The prejudice seen in the fictional novel To Kill a Mockingbird by Harper Lee corresponds with the real narrow-mindedness during this time period. A fair trial would be unlikely during this time period between a white and a black man. Tom Robinson was presumed guilty because of his race.
Prejudice is “an adverse opinion or leaning formed without just grounds or before sufficient knowledge” (Merriam); according to Lystra Moore Richardson of Yale University: “prejudice… was part of the very fiber of Southern life [during the Great Depression].” With these two pieces of information, it is derived that people formed judgments and opinions of a person without just grounds; most commonly, they based them on race. It is because of prejudice that a black man could not receive a fair trial in the South during the Great Depression. Many judges and most juries exhibited prejudice in the courtroom.
The Scottsboro Trials held in Jackson County, Alabama were an excellent example of prejudice. During the Scottsboro trials, the prejudice of a judge is shown when Judge Hawkins “pronounce[d] the death sentence on [all] eight who had been tried” (First). He continued to show prejudice by setting the execution date for “the earliest date he was permitted to name under the law” (First). Because this was a display of prejudice, it can be assumed that in the event that the convicts were white, the penalty may have been lessened and possibly delayed longer than the minimum time allowed.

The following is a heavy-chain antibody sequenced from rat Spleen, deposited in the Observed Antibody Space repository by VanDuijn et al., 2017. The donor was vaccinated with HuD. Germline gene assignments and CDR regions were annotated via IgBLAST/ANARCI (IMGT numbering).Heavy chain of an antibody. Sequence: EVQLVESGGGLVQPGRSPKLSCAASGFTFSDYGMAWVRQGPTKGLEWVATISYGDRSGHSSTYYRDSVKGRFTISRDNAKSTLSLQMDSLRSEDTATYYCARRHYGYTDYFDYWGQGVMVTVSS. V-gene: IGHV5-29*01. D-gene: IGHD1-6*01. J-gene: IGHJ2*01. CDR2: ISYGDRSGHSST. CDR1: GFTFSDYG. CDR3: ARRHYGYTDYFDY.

The jury also showed signs of prejudice in the Scottsboro case. All twelve of the jurymen concluded a guilty verdict for the first trial – despite even medical evidence: “it was [J...
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...at winning this trial due to the prejudice of the jury. The jury was all white and in a southern location during the Great Depression. Prejudice was part of their way of life. He was found guilty as charged based on circumstantial evidence.
First Scottsboro Trials, The. Hollace Ransdell. 1931. University of Missouri-Kansas City.
10 March 2002. <http://www.law.umkc.edu/faculty/projects/FTrials/scottsboro/SB_HRrep.html>
Merriam-Webster OnLine. 10 March 2002. <http://www.m-w.com>
South in Literature, the. Lystra Moore Richardson. 2001. Yale Law School. 10 March
Trials of “The Scottsboro Boys”, The. Douglas O. Linder. 1999. University of Missouri-
Kansas City. 10 March 2002.
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